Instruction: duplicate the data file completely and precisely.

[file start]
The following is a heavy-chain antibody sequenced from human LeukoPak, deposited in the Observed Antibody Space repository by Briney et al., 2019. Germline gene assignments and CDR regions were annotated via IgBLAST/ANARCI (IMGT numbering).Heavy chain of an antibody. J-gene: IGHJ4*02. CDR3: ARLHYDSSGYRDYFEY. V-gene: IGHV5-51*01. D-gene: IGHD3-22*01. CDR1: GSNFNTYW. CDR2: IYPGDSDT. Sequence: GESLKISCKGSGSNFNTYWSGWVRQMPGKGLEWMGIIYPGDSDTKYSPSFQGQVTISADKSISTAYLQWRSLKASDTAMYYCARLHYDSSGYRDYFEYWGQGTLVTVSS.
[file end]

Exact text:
The following is a heavy-chain antibody sequenced from human LeukoPak, deposited in the Observed Antibody Space repository by Briney et al., 2019. Germline gene assignments and CDR regions were annotated via IgBLAST/ANARCI (IMGT numbering).Heavy chain of an antibody. J-gene: IGHJ4*02. CDR3: ARLHYDSSGYRDYFEY. V-gene: IGHV5-51*01. D-gene: IGHD3-22*01. CDR1: GSNFNTYW. CDR2: IYPGDSDT. Sequence: GESLKISCKGSGSNFNTYWSGWVRQMPGKGLEWMGIIYPGDSDTKYSPSFQGQVTISADKSISTAYLQWRSLKASDTAMYYCARLHYDSSGYRDYFEYWGQGTLVTVSS.